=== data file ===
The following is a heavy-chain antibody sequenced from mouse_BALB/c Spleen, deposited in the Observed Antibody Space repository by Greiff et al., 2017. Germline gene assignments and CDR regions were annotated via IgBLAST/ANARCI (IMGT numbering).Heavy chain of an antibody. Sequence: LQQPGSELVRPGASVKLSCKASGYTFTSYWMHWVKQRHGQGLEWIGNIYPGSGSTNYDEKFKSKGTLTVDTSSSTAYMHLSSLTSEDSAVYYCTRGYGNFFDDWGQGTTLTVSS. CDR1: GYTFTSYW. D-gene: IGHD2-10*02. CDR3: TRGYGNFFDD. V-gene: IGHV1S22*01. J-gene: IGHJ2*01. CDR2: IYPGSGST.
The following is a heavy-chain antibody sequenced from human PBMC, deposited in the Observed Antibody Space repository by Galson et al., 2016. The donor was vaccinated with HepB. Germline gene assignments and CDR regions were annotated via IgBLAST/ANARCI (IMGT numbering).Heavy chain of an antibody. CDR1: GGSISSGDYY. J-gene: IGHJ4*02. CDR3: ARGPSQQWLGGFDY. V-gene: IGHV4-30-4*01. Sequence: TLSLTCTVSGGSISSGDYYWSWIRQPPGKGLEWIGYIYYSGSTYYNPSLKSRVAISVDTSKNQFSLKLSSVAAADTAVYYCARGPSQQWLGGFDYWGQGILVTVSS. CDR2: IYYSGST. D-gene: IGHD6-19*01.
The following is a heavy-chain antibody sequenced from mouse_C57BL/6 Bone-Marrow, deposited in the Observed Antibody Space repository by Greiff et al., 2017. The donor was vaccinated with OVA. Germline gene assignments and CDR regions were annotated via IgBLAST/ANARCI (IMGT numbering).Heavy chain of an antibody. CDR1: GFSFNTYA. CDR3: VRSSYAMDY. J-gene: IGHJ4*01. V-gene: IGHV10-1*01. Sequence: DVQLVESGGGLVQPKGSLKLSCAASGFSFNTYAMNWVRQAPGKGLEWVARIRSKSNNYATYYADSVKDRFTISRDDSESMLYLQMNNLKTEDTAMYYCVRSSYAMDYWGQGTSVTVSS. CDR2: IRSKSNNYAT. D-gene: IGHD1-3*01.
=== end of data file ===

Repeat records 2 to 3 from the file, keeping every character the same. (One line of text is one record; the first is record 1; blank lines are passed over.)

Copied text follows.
The following is a heavy-chain antibody sequenced from human PBMC, deposited in the Observed Antibody Space repository by Galson et al., 2016. The donor was vaccinated with HepB. Germline gene assignments and CDR regions were annotated via IgBLAST/ANARCI (IMGT numbering).Heavy chain of an antibody. CDR1: GGSISSGDYY. J-gene: IGHJ4*02. CDR3: ARGPSQQWLGGFDY. V-gene: IGHV4-30-4*01. Sequence: TLSLTCTVSGGSISSGDYYWSWIRQPPGKGLEWIGYIYYSGSTYYNPSLKSRVAISVDTSKNQFSLKLSSVAAADTAVYYCARGPSQQWLGGFDYWGQGILVTVSS. CDR2: IYYSGST. D-gene: IGHD6-19*01.
The following is a heavy-chain antibody sequenced from mouse_C57BL/6 Bone-Marrow, deposited in the Observed Antibody Space repository by Greiff et al., 2017. The donor was vaccinated with OVA. Germline gene assignments and CDR regions were annotated via IgBLAST/ANARCI (IMGT numbering).Heavy chain of an antibody. CDR1: GFSFNTYA. CDR3: VRSSYAMDY. J-gene: IGHJ4*01. V-gene: IGHV10-1*01. Sequence: DVQLVESGGGLVQPKGSLKLSCAASGFSFNTYAMNWVRQAPGKGLEWVARIRSKSNNYATYYADSVKDRFTISRDDSESMLYLQMNNLKTEDTAMYYCVRSSYAMDYWGQGTSVTVSS. CDR2: IRSKSNNYAT. D-gene: IGHD1-3*01.